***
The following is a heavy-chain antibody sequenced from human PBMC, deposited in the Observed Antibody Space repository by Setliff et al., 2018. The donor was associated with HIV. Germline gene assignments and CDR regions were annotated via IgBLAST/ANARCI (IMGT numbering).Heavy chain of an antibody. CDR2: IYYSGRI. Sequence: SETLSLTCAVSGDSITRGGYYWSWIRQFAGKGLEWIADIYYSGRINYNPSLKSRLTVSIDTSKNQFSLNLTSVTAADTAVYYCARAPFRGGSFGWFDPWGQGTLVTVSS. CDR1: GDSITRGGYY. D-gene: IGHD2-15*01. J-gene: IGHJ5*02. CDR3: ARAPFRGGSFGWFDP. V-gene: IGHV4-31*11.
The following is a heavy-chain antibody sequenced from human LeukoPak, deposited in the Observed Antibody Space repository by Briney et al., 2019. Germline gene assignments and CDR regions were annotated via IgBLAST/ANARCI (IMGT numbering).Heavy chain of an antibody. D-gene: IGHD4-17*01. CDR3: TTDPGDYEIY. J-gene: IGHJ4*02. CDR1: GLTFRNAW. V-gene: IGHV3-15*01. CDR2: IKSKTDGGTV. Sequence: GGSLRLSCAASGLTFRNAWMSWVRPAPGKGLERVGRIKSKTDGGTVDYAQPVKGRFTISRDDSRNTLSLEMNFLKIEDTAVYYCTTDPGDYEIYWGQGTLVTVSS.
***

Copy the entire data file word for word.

The following is a heavy-chain antibody sequenced from human PBMC, deposited in the Observed Antibody Space repository by Setliff et al., 2018. The donor was associated with HIV. Germline gene assignments and CDR regions were annotated via IgBLAST/ANARCI (IMGT numbering).Heavy chain of an antibody. CDR2: IYYSGRI. Sequence: SETLSLTCAVSGDSITRGGYYWSWIRQFAGKGLEWIADIYYSGRINYNPSLKSRLTVSIDTSKNQFSLNLTSVTAADTAVYYCARAPFRGGSFGWFDPWGQGTLVTVSS. CDR1: GDSITRGGYY. D-gene: IGHD2-15*01. J-gene: IGHJ5*02. CDR3: ARAPFRGGSFGWFDP. V-gene: IGHV4-31*11.
The following is a heavy-chain antibody sequenced from human LeukoPak, deposited in the Observed Antibody Space repository by Briney et al., 2019. Germline gene assignments and CDR regions were annotated via IgBLAST/ANARCI (IMGT numbering).Heavy chain of an antibody. D-gene: IGHD4-17*01. CDR3: TTDPGDYEIY. J-gene: IGHJ4*02. CDR1: GLTFRNAW. V-gene: IGHV3-15*01. CDR2: IKSKTDGGTV. Sequence: GGSLRLSCAASGLTFRNAWMSWVRPAPGKGLERVGRIKSKTDGGTVDYAQPVKGRFTISRDDSRNTLSLEMNFLKIEDTAVYYCTTDPGDYEIYWGQGTLVTVSS.